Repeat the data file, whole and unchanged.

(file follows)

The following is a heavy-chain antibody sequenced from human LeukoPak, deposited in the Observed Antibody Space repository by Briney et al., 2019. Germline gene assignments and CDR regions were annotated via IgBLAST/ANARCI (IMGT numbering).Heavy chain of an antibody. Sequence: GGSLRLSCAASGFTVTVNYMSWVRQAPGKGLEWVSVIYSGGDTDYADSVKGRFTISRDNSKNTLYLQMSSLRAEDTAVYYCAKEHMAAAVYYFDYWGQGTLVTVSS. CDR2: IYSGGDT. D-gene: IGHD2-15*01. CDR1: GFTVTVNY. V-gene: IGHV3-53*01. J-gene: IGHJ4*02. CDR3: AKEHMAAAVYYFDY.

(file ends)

The following is a heavy-chain antibody sequenced from human LeukoPak, deposited in the Observed Antibody Space repository by Briney et al., 2019. Germline gene assignments and CDR regions were annotated via IgBLAST/ANARCI (IMGT numbering).Heavy chain of an antibody. Sequence: GGSLRLSCAASGFTVTVNYMSWVRQAPGKGLEWVSVIYSGGDTDYADSVKGRFTISRDNSKNTLYLQMSSLRAEDTAVYYCAKEHMAAAVYYFDYWGQGTLVTVSS. CDR2: IYSGGDT. D-gene: IGHD2-15*01. CDR1: GFTVTVNY. V-gene: IGHV3-53*01. J-gene: IGHJ4*02. CDR3: AKEHMAAAVYYFDY.